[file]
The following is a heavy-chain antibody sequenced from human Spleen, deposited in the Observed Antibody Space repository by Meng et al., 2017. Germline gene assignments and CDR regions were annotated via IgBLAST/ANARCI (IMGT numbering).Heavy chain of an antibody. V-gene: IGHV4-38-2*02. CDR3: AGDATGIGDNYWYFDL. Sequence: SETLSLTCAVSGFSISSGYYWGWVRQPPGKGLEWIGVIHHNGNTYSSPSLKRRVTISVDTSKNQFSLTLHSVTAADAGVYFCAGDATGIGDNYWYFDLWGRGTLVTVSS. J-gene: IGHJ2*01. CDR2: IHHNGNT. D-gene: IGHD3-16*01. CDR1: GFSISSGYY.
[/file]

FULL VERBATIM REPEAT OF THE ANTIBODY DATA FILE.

The following is a heavy-chain antibody sequenced from human Spleen, deposited in the Observed Antibody Space repository by Meng et al., 2017. Germline gene assignments and CDR regions were annotated via IgBLAST/ANARCI (IMGT numbering).Heavy chain of an antibody. V-gene: IGHV4-38-2*02. CDR3: AGDATGIGDNYWYFDL. Sequence: SETLSLTCAVSGFSISSGYYWGWVRQPPGKGLEWIGVIHHNGNTYSSPSLKRRVTISVDTSKNQFSLTLHSVTAADAGVYFCAGDATGIGDNYWYFDLWGRGTLVTVSS. J-gene: IGHJ2*01. CDR2: IHHNGNT. D-gene: IGHD3-16*01. CDR1: GFSISSGYY.